The one general characteristic of all-American pioneer settlements is the early attention which is always paid to schools. Almost as soon as the first acre is cleared and planted, and protection against starvation secured, measures are set on foot to secure the means of instruction for their children.
The first school-house erected in the town was located near the Atchinson settlement. Its first teacher was Alpheus Madden, in 1804, eight years subsequent to the date of settlement. Prior to this, however, Daniel Arnold, a surveyor, taught school in a log house built and owned by Bezaleel Atchinson, that stood a few rods north of his first residence. Schools were also taught in one end of the dwelling-house of Michael Beach, at Hunt’s Corners, which became the second district.
In 1810 the first frame school-house in town was erected at Parma Corners, on the site of the present one. In 1815 the first school-house in the fourth district, at Unionville, south of the Corners and west of the road, and a little later in the Cross district, at Bartlett's Corners, and the Wright district, near the Triangle. These constituted the original districts of the town, which have since been divided and subdivided as its growth and increase required.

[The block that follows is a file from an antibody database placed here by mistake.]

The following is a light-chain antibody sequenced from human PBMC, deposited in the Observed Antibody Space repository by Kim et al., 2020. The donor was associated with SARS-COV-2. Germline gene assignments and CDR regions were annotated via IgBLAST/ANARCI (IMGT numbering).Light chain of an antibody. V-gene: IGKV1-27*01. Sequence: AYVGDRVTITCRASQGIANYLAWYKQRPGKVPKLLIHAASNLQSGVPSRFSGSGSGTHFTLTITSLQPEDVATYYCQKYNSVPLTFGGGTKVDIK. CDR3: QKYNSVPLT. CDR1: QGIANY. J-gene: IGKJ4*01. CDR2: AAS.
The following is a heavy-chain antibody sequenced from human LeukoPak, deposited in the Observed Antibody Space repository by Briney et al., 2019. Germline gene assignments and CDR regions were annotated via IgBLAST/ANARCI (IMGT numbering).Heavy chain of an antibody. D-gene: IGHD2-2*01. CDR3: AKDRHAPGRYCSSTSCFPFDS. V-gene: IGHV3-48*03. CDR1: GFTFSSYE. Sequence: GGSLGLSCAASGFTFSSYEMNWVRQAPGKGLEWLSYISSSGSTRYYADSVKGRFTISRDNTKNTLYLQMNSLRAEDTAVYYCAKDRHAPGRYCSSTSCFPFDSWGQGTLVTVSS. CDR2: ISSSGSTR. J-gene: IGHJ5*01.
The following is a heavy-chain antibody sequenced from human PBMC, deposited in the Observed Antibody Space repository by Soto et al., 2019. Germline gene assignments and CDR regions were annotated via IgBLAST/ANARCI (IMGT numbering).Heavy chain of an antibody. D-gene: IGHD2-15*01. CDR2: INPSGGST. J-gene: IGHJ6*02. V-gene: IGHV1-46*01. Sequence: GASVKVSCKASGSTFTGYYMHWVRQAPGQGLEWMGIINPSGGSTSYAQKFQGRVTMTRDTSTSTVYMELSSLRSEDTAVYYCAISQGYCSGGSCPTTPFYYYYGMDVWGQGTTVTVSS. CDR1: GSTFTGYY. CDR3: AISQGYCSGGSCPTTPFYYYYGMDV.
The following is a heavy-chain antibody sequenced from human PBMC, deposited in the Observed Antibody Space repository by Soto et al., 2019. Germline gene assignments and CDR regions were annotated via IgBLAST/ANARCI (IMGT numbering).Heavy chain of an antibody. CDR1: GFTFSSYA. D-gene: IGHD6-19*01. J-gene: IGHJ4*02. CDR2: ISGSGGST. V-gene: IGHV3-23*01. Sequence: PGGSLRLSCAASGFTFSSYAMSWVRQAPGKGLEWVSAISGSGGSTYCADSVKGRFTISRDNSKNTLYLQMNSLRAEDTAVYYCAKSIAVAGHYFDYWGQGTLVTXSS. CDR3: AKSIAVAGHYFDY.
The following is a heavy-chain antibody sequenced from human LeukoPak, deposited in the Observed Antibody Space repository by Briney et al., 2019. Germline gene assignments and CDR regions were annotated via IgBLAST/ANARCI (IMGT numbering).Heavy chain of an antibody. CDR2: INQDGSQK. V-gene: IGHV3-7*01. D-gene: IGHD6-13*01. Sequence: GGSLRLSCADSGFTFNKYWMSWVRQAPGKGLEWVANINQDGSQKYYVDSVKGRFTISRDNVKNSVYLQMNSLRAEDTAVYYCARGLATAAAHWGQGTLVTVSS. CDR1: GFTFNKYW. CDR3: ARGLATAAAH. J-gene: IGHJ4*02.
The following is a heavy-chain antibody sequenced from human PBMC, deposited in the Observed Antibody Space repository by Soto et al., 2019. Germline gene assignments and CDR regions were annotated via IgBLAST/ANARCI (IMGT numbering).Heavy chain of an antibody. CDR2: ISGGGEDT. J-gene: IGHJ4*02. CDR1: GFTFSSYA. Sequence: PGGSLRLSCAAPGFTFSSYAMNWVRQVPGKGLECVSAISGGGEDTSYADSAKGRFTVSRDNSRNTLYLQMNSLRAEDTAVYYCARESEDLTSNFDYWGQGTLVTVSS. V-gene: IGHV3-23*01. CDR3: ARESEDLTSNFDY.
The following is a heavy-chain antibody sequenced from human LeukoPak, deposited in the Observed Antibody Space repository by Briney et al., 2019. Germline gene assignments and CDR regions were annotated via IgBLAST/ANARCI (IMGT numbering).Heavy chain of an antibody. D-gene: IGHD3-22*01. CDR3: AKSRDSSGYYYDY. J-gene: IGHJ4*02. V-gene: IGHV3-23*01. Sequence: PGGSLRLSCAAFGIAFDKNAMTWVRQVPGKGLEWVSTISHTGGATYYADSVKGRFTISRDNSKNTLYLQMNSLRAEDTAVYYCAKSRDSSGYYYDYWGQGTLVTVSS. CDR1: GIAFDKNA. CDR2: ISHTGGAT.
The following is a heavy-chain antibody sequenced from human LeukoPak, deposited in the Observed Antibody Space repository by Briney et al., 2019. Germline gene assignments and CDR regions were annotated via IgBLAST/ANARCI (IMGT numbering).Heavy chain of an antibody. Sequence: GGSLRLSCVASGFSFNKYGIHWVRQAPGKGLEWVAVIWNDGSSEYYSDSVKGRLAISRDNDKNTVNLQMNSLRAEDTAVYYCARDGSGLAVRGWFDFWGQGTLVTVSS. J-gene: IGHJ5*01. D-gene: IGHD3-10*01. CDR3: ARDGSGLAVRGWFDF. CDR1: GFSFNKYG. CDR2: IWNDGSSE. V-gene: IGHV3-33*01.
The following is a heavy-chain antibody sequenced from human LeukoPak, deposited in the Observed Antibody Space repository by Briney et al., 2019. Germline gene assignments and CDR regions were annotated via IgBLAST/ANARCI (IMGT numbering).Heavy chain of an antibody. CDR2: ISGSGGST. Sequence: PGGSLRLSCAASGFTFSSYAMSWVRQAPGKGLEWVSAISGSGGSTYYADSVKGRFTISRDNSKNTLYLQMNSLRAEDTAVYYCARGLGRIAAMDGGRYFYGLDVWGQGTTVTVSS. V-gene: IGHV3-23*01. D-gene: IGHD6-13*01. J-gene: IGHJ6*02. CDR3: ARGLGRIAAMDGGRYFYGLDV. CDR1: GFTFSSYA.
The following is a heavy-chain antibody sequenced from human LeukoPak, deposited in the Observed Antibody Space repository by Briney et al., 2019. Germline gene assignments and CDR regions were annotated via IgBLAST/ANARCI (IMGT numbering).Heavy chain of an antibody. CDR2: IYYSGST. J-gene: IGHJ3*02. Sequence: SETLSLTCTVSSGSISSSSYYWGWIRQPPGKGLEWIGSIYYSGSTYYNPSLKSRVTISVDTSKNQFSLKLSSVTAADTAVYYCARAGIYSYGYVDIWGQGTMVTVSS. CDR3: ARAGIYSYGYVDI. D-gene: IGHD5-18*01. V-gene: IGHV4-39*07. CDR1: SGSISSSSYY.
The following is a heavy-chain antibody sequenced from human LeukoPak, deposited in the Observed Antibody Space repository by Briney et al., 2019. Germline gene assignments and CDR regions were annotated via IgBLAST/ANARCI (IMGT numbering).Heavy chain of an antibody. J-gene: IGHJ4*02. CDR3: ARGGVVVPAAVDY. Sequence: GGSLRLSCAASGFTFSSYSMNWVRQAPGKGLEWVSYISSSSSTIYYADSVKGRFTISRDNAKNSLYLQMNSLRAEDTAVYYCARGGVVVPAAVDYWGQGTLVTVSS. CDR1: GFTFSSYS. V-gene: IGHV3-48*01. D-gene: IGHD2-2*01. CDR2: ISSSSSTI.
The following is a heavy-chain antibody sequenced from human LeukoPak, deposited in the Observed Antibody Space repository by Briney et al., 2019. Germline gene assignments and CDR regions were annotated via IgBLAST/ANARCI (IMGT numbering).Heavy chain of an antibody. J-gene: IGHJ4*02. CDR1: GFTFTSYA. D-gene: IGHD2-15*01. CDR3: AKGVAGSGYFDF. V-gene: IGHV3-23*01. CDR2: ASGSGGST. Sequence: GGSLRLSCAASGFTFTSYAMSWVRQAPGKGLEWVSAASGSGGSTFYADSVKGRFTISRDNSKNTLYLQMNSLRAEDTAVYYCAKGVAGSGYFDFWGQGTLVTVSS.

In 1841 the location of Atchinson school-house was transferred to Parma Centre. There are at present sixteen good, substantial school-houses, pleasantly located, with extensive grounds, within the town limits, affording instruction, according to the report of the last year, to one thousand and eighty-nine pupils.
History of Monroe County, New York; With Illustrations
Descriptive Of Its Scenery, Palatial Residences,
Public Buildings, Fine Blocks, and Important Manufactories
published by J. B. Lippincott & Co., Philadelphia, Pennsylvania 1877